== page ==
For instance, when doing laundry, the unchanging essentials are soap, water, and air, but there are varying methods and possibly social rules in each local context. For ministry, the unchanging essentials are the Gospel (Good News) of Christ and a love for God, but here too unique methods and possibly social rules must be applied in its local context.

In a sordid mess of confusion and cultural adaptation, those methods and rules are learned only by doing…and that, usually, via ignorant mistakes (note the plural of that last word).

Laundry – Do it Right, or Else…

So why was the missionary to Europe considered a dirty pig? She didn’t hang her sheets outside the window to dry like everyone else did, so it was assumed she never washed them. She was considered filthy; probably thought to have bed-bugs and carry disease.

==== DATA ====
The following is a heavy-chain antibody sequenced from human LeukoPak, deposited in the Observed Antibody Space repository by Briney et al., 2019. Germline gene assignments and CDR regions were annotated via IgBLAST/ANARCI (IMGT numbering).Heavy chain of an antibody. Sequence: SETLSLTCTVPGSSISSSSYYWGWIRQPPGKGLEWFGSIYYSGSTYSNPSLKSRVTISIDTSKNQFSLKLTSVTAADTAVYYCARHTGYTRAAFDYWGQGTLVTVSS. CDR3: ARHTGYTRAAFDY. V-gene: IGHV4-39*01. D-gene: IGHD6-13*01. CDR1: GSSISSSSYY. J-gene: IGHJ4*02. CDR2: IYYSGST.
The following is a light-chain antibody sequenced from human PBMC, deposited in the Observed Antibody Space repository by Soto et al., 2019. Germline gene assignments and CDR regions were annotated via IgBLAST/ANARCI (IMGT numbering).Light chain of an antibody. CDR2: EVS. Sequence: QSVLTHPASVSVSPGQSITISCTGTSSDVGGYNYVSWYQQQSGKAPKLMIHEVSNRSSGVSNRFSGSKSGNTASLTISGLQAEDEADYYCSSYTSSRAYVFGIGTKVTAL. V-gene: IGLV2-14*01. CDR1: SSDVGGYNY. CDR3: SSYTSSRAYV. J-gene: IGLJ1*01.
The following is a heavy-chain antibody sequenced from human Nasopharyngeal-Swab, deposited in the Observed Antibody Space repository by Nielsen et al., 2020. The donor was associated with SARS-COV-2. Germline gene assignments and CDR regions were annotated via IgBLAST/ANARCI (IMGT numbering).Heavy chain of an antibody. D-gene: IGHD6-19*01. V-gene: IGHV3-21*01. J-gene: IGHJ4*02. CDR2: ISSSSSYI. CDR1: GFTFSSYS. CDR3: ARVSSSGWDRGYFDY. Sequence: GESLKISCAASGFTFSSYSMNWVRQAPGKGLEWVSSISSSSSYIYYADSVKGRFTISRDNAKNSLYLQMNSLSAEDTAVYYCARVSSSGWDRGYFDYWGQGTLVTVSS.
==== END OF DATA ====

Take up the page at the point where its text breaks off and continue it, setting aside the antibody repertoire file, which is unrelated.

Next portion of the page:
The Gospel message wasn’t initially heard because the messenger didn’t do her laundry correctly.

The missionary changed her method. Instead of washing and drying her sheets inside as had been her habit, she began to hang them out to dry for the world to see. And only then did the world begin to hear the news she was sent to tell them.

in Mexico, I've always hung our laundry out to dry...
In Mexico, I’ve always hung our laundry out to dry. This photo from Oaxaca on a typically warm and sunny day.
...here I use my "adjustable height" dryer!
…here I use my “adjustable height dryer” –sticks propping the line higher– so (1) nothing would hang on the ground and (2) our dogs would stop running through them.